Tobi: Hey Whitney, welcome to The Design You Podcast. I’m so glad you’re here.

Whitney: Thanks for having me. I’m excited to be here.

Tobi: We have an online relationship, you and I.

Whitney: We do, yeah.

Tobi: We internet date each other, which is so funny because it’s so fascinating to me that we’re in a time where we haven’t actually hung out together and spent time together. We’ve spoken on the phone several times but we really know each other from online and email and Instagram stories and all that goodness, but I still feel like I know you super well. But in case my audience doesn’t know you, why don’t you tell them about you? Who you are, what you do, I mean, you’ve done a ton of amazing things, but just give us a little intro of who Whitney English is.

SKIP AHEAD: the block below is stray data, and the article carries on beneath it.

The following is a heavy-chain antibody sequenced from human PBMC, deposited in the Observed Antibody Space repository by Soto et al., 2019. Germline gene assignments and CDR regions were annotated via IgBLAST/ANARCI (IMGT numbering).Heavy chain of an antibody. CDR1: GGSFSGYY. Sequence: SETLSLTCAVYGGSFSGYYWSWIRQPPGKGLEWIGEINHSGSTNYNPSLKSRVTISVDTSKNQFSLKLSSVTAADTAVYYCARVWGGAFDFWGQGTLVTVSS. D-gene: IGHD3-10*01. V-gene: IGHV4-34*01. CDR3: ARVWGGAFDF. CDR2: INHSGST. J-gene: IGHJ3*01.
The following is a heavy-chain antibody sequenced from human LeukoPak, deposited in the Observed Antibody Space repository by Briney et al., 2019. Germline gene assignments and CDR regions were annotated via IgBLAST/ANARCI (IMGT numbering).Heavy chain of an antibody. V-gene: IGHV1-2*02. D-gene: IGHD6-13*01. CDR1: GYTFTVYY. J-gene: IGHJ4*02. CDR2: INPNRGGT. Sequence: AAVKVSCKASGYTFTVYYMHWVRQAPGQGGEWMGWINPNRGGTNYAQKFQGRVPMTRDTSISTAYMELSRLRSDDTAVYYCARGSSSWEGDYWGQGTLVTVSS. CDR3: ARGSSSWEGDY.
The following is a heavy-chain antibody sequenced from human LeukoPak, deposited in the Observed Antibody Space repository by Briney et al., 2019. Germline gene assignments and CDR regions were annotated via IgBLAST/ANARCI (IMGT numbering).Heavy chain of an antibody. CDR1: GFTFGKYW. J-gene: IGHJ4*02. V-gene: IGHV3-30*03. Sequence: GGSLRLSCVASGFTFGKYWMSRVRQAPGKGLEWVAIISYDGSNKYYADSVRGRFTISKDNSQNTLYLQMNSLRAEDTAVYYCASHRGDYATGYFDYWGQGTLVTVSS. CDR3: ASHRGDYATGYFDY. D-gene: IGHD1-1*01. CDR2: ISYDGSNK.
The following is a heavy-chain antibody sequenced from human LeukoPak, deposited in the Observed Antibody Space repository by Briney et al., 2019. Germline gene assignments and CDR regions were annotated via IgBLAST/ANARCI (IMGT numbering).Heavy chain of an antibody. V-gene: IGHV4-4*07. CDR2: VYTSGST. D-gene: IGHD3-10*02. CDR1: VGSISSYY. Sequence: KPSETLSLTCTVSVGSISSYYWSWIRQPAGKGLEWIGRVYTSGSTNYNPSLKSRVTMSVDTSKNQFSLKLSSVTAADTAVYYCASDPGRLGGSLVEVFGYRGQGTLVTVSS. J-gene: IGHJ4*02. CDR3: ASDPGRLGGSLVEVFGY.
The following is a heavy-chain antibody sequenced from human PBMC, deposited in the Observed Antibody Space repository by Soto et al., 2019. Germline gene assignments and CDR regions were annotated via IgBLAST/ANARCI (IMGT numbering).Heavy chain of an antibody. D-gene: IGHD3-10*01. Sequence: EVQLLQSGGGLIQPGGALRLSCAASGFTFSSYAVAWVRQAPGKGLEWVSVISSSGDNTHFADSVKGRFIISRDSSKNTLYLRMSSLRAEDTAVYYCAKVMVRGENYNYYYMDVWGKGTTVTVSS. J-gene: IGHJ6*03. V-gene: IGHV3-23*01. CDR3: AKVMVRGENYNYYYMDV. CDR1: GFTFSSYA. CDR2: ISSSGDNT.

Whitney: Okay. I have a degree in interior design that I graduated in 2001, right before September 11. So we know what that did to the design market, and ended up going a completely different direction. Started a wholesale stationery company when I was 22. It worked really well until it didn’t, and then went down in a ball of flames. I learned a lot from that experience. That’s part of my story, learning from failure and having the right attitude about that.

And then at the same time that was going down, I pulled this idea out of my pocket. I had always wanted to do a planner for years. I ran that stationery company for 10 years, knew how to print stuff, just never really found the courage to do the planner. And I did it and I trademarked it. We called it Day Designer. A lot of people do recognize me from that because we’ve sold millions of those now.

They were licensed to go into Target and then about three years ago the company that put them into Target came to me and asked if I could talk more about this later if anybody’s interested, but they asked if they could buy it and I said yes. So I’m kind of right here. That almost brings us up to speed.